A Canadian energy company with hopes of going public is investigating whether all its consulting agreements complied with corruption laws, as well as probing common share transactions tied to some of its founders.
Griffiths Energy International Inc., formed in 2009, has three oil production deals with Chad, all created this year. The company spent about $8.5-million on consulting agreements, and now about $2-million of those fees are under review by a special committee of the board, according to financial statements contained in a regulatory filing dated Nov. 22.
Canada has been widely criticized for not enforcing anti-bribery laws, but the RCMP recently cracked down on companies suspected of violating the Corruption of Foreign Public Officials Act. Resource companies have come under particular scrutiny given the history of bribery in underdeveloped countries. Canada’s Niko Resources Ltd. paid a $9.5-million fine after pleading guilty in June to bribing an energy minister in Bangladesh. It was Canada’s first major foreign anti-bribery case.
Domestic companies can be prosecuted under these corruption laws even if they step over the line outside Canada. If the wrongdoing can be tied back to Canadian companies, they are at risk, said Riyaz Dattu, a partner and head of Osler, Hoskin & Harcourt LLP’s international trade and investment law business.
“Canada is now taking this legislation seriously and we’re seeing a huge number of investigations,” he said. “Canada has stepped up to the plate and is now vigorously enforcing the Corruption of Foreign Public Officials Act.” The Mounties have indicated they have about two dozen investigations underway, he noted.
Griffiths’ board created a special committee on Oct. 31 to “review consulting agreements and common share transactions by certain founding shareholders,” the prospectus said. It did not say which shareholders were under review.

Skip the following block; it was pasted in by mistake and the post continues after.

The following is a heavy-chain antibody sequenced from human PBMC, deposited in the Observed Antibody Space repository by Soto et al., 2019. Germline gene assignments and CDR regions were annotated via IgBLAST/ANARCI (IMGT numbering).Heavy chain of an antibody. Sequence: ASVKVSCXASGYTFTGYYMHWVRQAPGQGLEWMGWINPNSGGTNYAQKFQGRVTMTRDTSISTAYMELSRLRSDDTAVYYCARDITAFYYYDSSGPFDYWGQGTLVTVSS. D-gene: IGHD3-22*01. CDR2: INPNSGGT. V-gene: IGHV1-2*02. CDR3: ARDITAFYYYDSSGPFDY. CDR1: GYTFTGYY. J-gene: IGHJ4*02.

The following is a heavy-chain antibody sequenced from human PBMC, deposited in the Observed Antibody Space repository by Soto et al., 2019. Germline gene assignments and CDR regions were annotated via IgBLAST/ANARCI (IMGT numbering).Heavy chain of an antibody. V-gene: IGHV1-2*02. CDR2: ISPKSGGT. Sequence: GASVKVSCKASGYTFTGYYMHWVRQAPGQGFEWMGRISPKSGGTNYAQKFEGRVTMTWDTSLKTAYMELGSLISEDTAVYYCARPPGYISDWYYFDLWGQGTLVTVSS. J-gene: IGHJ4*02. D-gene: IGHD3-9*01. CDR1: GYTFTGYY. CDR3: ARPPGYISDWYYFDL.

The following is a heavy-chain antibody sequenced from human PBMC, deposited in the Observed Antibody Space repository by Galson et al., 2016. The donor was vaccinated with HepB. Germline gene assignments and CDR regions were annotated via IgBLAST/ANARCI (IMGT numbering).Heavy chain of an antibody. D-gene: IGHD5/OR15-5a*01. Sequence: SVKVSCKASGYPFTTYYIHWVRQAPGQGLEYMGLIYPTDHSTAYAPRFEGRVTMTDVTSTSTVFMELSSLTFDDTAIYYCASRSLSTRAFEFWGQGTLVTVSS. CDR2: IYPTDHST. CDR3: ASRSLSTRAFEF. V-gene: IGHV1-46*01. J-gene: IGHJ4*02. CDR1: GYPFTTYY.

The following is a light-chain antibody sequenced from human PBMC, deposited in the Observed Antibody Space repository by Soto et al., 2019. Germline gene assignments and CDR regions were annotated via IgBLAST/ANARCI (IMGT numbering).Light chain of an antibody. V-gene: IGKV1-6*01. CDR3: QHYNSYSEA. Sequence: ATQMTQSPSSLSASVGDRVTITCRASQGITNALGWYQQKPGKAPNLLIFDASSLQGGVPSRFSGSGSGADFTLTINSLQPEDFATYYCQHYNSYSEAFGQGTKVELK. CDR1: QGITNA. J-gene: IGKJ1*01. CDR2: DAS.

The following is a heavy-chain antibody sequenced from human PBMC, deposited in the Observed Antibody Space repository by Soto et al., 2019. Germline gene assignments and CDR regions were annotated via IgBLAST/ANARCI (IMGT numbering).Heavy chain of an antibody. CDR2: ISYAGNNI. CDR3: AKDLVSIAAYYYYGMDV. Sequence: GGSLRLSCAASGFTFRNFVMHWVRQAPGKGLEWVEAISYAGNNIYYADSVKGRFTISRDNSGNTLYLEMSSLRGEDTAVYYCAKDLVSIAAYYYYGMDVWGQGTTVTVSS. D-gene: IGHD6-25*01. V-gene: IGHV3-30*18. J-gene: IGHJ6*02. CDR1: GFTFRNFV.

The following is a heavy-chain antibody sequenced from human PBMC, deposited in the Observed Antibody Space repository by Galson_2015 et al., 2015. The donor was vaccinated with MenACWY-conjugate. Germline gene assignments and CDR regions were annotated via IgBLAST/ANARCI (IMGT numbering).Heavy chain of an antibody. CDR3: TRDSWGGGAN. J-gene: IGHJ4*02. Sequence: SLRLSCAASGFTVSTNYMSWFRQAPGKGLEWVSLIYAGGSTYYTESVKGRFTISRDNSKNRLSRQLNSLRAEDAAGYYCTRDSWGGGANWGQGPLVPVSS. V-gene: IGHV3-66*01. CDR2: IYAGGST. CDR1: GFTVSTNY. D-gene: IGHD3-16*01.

Brad Griffiths, a former Bay Street banker, is called “the [company’s]founder” in the prospectus. He drowned in a boating accident north of Toronto in July. The Bradley Griffiths BDG Trust controls 14.4 per cent of the company and is believed to be the only shareholder owning more than 10 per cent, the prospectus said.
The energy company indentified anti-bribery laws as a risk factor for the company in its preliminary prospectus tied to its planned initial public offering. The company said it has contacted the relevant authorities in Canada and the United States. It did not specify which law-enforcement officials are involved.
Griffiths is investigating consulting arrangements between August, 2009 and March, 2011. None of its board members or executives was with the company during this period, it said.
“[The company’s]management believes that if any actions are brought against the company, they will not result in a material adverse effect against the company, or the company’s ability to continue the aggressive exploration and development plans in Chad,” the prospectus said. “However, no assurance can be given that the final outcome of this investigation or any other legal proceedings will not have a material adverse effect on the company.”